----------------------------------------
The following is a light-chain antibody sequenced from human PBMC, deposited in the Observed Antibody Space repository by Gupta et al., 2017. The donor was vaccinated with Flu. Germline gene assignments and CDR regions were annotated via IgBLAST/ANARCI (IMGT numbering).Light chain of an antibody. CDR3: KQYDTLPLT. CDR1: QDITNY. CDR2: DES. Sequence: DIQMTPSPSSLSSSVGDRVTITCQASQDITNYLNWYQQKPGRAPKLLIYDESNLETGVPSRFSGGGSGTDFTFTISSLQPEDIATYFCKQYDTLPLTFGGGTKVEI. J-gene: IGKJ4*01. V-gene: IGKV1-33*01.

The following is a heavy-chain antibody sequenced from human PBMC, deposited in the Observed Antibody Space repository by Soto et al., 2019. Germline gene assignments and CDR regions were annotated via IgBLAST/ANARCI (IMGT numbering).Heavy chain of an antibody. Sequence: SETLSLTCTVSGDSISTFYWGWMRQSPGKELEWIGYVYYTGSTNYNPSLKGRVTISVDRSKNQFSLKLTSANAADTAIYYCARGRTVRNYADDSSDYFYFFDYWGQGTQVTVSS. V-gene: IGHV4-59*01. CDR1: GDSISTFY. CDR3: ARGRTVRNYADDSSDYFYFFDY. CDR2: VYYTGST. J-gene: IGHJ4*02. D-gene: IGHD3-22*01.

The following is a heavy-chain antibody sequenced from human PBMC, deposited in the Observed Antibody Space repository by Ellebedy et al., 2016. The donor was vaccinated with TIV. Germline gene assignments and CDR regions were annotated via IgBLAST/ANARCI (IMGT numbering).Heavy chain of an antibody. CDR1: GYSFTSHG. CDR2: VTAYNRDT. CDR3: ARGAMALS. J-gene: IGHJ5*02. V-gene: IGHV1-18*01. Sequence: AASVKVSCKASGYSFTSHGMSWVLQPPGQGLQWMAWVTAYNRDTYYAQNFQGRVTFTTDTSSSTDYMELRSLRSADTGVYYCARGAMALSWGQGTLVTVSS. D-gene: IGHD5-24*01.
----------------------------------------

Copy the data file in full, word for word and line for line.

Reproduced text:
The following is a light-chain antibody sequenced from human PBMC, deposited in the Observed Antibody Space repository by Gupta et al., 2017. The donor was vaccinated with Flu. Germline gene assignments and CDR regions were annotated via IgBLAST/ANARCI (IMGT numbering).Light chain of an antibody. CDR3: KQYDTLPLT. CDR1: QDITNY. CDR2: DES. Sequence: DIQMTPSPSSLSSSVGDRVTITCQASQDITNYLNWYQQKPGRAPKLLIYDESNLETGVPSRFSGGGSGTDFTFTISSLQPEDIATYFCKQYDTLPLTFGGGTKVEI. J-gene: IGKJ4*01. V-gene: IGKV1-33*01.

The following is a heavy-chain antibody sequenced from human PBMC, deposited in the Observed Antibody Space repository by Soto et al., 2019. Germline gene assignments and CDR regions were annotated via IgBLAST/ANARCI (IMGT numbering).Heavy chain of an antibody. Sequence: SETLSLTCTVSGDSISTFYWGWMRQSPGKELEWIGYVYYTGSTNYNPSLKGRVTISVDRSKNQFSLKLTSANAADTAIYYCARGRTVRNYADDSSDYFYFFDYWGQGTQVTVSS. V-gene: IGHV4-59*01. CDR1: GDSISTFY. CDR3: ARGRTVRNYADDSSDYFYFFDY. CDR2: VYYTGST. J-gene: IGHJ4*02. D-gene: IGHD3-22*01.

The following is a heavy-chain antibody sequenced from human PBMC, deposited in the Observed Antibody Space repository by Ellebedy et al., 2016. The donor was vaccinated with TIV. Germline gene assignments and CDR regions were annotated via IgBLAST/ANARCI (IMGT numbering).Heavy chain of an antibody. CDR1: GYSFTSHG. CDR2: VTAYNRDT. CDR3: ARGAMALS. J-gene: IGHJ5*02. V-gene: IGHV1-18*01. Sequence: AASVKVSCKASGYSFTSHGMSWVLQPPGQGLQWMAWVTAYNRDTYYAQNFQGRVTFTTDTSSSTDYMELRSLRSADTGVYYCARGAMALSWGQGTLVTVSS. D-gene: IGHD5-24*01.